As summertime dwindles to a close, you might have developed some of these kisses of the sun yourself, especially if you’re fair-skinned and female. Though scientists have determined that susceptibility to freckles depends on genes — most famously as a result of Irish DNA — anyone can get these marks, which are concentrations of melanin brought about by exposure to UV rays.
Today, definitions of male and female beauty actively embrace what was once considered a serious physical blemish. Many even think a superficially bespeckled face is a mark of character deep-down. One beauty commentator considers freckles helpful in building up women’s self-confidence. “Outside the realm of ‘normal’ beauty,” she writes, “we freckled ladies have had to go against the grain and build our self-esteem without the help of the media.”
A hundred years ago, things were different. Anti-freckle cream was a commonly advertised beauty product. (It’s still sold today.) Mostly directed toward women, nothing, however, prevented men from trying out this solution for “blemished” skin. As you’ll see below, one man died trying to get “beautified.”
For generations, folklore and popular medicine provided alternatives to commercial freckle cream. American newspapers promoted a variety of cures both from folk practice and the chemist’s lab.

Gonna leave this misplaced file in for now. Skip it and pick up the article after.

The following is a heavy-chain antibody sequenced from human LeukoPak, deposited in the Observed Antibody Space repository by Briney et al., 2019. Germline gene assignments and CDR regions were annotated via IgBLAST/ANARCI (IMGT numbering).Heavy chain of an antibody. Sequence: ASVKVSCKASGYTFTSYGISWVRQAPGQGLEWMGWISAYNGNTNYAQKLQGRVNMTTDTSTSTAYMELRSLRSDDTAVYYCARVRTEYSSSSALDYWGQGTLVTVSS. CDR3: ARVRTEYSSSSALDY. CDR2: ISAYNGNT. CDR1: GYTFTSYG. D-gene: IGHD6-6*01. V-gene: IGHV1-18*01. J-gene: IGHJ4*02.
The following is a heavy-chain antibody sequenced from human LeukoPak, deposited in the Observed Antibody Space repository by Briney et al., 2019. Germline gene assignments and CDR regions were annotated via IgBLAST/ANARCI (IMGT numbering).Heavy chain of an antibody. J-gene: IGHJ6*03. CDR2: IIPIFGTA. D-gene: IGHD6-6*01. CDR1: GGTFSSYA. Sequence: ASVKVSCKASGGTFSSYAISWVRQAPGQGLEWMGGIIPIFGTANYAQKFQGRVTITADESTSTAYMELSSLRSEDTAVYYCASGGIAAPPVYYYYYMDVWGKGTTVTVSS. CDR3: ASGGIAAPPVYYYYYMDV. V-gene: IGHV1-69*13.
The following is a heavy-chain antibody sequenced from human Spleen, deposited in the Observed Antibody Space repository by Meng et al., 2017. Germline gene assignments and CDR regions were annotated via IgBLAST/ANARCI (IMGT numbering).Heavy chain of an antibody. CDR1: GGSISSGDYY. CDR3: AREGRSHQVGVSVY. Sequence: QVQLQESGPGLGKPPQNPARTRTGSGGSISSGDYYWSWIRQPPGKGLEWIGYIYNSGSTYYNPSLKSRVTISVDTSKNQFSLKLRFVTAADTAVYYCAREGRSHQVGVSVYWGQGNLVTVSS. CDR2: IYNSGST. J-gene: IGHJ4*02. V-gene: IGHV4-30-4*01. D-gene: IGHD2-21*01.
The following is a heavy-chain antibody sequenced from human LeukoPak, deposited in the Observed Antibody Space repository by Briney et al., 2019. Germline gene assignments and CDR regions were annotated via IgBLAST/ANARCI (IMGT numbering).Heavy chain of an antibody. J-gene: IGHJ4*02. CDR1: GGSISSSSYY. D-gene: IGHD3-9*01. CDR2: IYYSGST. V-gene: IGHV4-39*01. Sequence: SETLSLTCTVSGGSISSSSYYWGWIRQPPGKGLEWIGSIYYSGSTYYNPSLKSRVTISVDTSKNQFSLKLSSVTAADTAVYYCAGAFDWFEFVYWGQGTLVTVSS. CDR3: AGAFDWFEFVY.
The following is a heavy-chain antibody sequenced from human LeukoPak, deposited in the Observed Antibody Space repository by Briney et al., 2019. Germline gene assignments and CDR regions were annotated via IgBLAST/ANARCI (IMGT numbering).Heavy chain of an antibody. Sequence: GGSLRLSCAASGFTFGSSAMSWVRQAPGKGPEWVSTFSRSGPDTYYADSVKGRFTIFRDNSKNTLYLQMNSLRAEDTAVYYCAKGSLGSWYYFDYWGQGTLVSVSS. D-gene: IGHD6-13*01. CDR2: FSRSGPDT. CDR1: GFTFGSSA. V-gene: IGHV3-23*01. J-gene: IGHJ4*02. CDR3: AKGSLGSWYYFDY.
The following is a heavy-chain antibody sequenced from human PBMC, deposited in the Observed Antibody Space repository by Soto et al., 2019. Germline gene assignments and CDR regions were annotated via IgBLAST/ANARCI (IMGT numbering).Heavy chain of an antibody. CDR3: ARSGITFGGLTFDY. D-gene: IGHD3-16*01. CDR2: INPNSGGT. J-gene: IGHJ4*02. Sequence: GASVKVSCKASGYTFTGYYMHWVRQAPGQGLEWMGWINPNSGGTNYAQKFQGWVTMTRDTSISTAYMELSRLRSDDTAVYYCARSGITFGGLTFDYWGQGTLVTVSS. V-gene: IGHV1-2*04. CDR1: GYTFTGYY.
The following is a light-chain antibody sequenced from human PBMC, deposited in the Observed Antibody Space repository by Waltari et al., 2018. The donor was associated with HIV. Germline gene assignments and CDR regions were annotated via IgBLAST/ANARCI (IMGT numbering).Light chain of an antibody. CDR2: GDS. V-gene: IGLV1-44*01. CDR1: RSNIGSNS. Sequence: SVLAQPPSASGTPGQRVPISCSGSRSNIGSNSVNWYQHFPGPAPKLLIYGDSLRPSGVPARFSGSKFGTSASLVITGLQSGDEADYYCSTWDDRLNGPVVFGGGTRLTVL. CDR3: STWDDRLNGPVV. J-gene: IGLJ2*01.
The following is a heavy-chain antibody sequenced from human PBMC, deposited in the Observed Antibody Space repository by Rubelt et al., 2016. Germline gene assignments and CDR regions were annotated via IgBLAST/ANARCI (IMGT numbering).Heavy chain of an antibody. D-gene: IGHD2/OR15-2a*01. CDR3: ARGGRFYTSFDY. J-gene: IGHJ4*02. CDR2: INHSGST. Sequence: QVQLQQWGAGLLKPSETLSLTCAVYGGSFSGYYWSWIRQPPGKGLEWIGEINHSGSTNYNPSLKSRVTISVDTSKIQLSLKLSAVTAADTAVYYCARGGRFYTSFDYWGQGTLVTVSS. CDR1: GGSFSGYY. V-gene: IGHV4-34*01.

(Wilson’s Freckle Cream was manufactured in Charleston, South Carolina, but sold nationally. Brazil Daily Times, October 25, 1912.)
In the early years of the twentieth century, Hoosiers read about some of these popular remedies.
One of the least-scientifically credible cures was, needless to say, superstition, but it peaked the interest of the American Folklore Society, whose findings were syndicated in a Wayne County, Indiana, newspaper in 1928. Even if this cure had worked, it was far more time-consuming than daubing cream on your face. Yet Hoosier youth probably gave it a shot.
(Cambridge City Tribune, March 15, 1928)
Twenty-five years earlier, a more plausible-sounding all-natural freckle cure had come out in the Indianapolis News at summer’s end:
Before going out in the sun it is advisable to rub on a little cucumber balm or any good old cream. At night the face should be bathed with elderflower water, which cools and benefits the skin.
Never bathe the face while it is hot. Wait until night, then touch up the freckles with a lotion.
One cure is a lotion made by adding half an ounce of lemon juice to half a pint of rosewater, and adding two drams of powdered alum. Apply with a camels-hair brush.